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On EthHub, Ethereum Community Rallies Behind CFTC Request for Input

When the Commodity Futures Trading Commission (CFTC), a U.S. federal agency that regulates futures and options markets, issued a formal request for input on Ethereum, the Ethereum community took it upon itself to create a response.

EthHub, an open-source community for Ethereum, produced a response to the request, answering most of the questions posed by the CFTC directly and in detail.

Why the CFTC Cares About Ethereum

The goal of the CFTC’s request is to collect information from the public in order to improve the CFTC’s “understanding of the technology, mechanics, and markets for virtual currencies beyond Bitcoin, namely here Ether and its use on the Ethereum Network,” according to the document.

The CFTC added that the public input will help the agency provide effective guidance as financial markets evolve “and potentially seeks to list new virtual currency based futures and derivatives products.”

The agency has issued previous guidance on cryptocurrency, but it has focused primarily on bitcoin, the only cryptocurrency that has received serious consideration from mainstream financial markets so far. The recent request for input suggests that the CFTC believes that financial markets may begin experimenting with other cryptocurrencies or blockchain networks, including Ethereum.

So, naturally, a community like EthHub has taken it upon itself to provide direct answers to the CFTC’s questions.

Enter EthHub

EthHub describes itself in documents on GitHub, the software and documentation-hosting site, as an “open source, community run information hub” that provides “a one stop shop for essential Ethereum information.”

The precise activities of EthHub, and the identities of the people running it, are a bit unclear. The organization’s Twitter page suggests that it launched in September 2018, but it didn’t create a GitHub account until early December, and there is little information available on its website.

Yet EthHub has emerged as the first organization to issue a lengthy response to the CFTC’s request for input. The response includes answers to all but one of the 25 questions posed about Ethereum by the CFTC, which cover topics ranging from how Ethereum is different from Bitcoin to potential security vulnerabilities in Ethereum smart contracts and wallets.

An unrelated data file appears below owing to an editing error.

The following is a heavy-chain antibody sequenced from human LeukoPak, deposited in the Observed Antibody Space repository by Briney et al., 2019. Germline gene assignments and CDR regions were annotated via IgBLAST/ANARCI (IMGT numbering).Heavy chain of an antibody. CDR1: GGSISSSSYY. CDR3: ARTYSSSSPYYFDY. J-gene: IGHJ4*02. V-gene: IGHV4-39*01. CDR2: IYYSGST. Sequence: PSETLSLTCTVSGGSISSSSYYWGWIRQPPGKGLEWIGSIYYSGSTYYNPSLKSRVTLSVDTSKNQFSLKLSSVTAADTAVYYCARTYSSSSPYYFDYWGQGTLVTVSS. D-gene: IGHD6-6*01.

Ether and Derivative Contracts

The one question that EthHub did not answer, which deals with “any potential impacts on Ether and the Ethereum Network that may arise from the listing or trading of derivative contracts on Ether,” may also be the one that most interests the CFTC. The question essentially asks what might happen to the Ethereum network or the value of ether if ether were traded on stock exchanges or other mainstream financial markets.

To date, no cryptocurrency has been traded in this way. Bitcoin futures contracts have happened, but they are not quite the same thing, and at any rate, such trades have not taken place on a large enough scale to draw firm conclusions.

Nonetheless, the EthHub response offers valuable insight into other questions related to how ether might be integrated into conventional financial markets. It discusses the potential impact of ether derivative contracts on Ethereum consensus protocols, for instance, as well as the extent to which the Ethereum blockchain can resist attempts to manipulate the value of ether in order to defraud financial markets.

The response also points to potential problems that might concern regulators, such as the potential of some ether trading organizations to manipulate the ether market and the risk of a 51 percent attack against the Ethereum network.

EthHub and the State of the Ethereum Community

It’s important to keep in mind that, while EthHub attempts to speak for the Ethereum community as a whole, the reality is that the Ethereum ecosystem is decentralized by nature. It’s not possible to create a set of responses to the CFTC report that accurately reflects the opinions of all parties with an interest in Ethereum.

Still, to the extent to which the EthHub report does reflect prevailing attitudes within the Ethereum community, it speaks volumes about the state of Ethereum and ether’s potential fitness to be traded on conventional financial markets.

It remains unclear what might come of the CFTC request for input, which remains open until February 9, 2019, but EthHub has made a persuasive case for regulators to look favorably on Ethereum and ether.

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